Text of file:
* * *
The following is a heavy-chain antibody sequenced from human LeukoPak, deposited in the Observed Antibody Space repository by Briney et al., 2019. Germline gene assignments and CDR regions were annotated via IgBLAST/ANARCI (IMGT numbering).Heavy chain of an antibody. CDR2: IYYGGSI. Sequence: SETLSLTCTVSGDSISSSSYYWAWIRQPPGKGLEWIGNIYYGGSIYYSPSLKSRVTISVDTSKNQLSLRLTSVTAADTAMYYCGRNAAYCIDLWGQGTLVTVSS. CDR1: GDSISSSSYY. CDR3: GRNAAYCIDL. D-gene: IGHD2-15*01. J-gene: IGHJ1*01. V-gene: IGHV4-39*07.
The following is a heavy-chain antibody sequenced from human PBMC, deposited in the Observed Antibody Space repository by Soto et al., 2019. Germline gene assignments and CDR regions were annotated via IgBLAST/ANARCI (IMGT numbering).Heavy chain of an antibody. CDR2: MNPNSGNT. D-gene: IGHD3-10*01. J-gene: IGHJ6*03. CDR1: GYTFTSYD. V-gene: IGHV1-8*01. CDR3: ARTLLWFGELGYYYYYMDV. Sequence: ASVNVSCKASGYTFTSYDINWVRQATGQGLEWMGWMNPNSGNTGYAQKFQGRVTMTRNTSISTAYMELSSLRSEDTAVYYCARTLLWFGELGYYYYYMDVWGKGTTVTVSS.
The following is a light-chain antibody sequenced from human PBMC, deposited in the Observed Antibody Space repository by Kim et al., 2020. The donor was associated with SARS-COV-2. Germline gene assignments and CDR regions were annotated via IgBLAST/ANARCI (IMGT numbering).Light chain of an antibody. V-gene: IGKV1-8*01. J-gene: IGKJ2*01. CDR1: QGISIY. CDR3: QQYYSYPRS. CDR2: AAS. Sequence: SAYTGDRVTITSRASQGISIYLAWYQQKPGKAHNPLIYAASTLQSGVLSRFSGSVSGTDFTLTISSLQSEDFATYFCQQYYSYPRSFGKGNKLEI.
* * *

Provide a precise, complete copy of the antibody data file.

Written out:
The following is a heavy-chain antibody sequenced from human LeukoPak, deposited in the Observed Antibody Space repository by Briney et al., 2019. Germline gene assignments and CDR regions were annotated via IgBLAST/ANARCI (IMGT numbering).Heavy chain of an antibody. CDR2: IYYGGSI. Sequence: SETLSLTCTVSGDSISSSSYYWAWIRQPPGKGLEWIGNIYYGGSIYYSPSLKSRVTISVDTSKNQLSLRLTSVTAADTAMYYCGRNAAYCIDLWGQGTLVTVSS. CDR1: GDSISSSSYY. CDR3: GRNAAYCIDL. D-gene: IGHD2-15*01. J-gene: IGHJ1*01. V-gene: IGHV4-39*07.
The following is a heavy-chain antibody sequenced from human PBMC, deposited in the Observed Antibody Space repository by Soto et al., 2019. Germline gene assignments and CDR regions were annotated via IgBLAST/ANARCI (IMGT numbering).Heavy chain of an antibody. CDR2: MNPNSGNT. D-gene: IGHD3-10*01. J-gene: IGHJ6*03. CDR1: GYTFTSYD. V-gene: IGHV1-8*01. CDR3: ARTLLWFGELGYYYYYMDV. Sequence: ASVNVSCKASGYTFTSYDINWVRQATGQGLEWMGWMNPNSGNTGYAQKFQGRVTMTRNTSISTAYMELSSLRSEDTAVYYCARTLLWFGELGYYYYYMDVWGKGTTVTVSS.
The following is a light-chain antibody sequenced from human PBMC, deposited in the Observed Antibody Space repository by Kim et al., 2020. The donor was associated with SARS-COV-2. Germline gene assignments and CDR regions were annotated via IgBLAST/ANARCI (IMGT numbering).Light chain of an antibody. V-gene: IGKV1-8*01. J-gene: IGKJ2*01. CDR1: QGISIY. CDR3: QQYYSYPRS. CDR2: AAS. Sequence: SAYTGDRVTITSRASQGISIYLAWYQQKPGKAHNPLIYAASTLQSGVLSRFSGSVSGTDFTLTISSLQSEDFATYFCQQYYSYPRSFGKGNKLEI.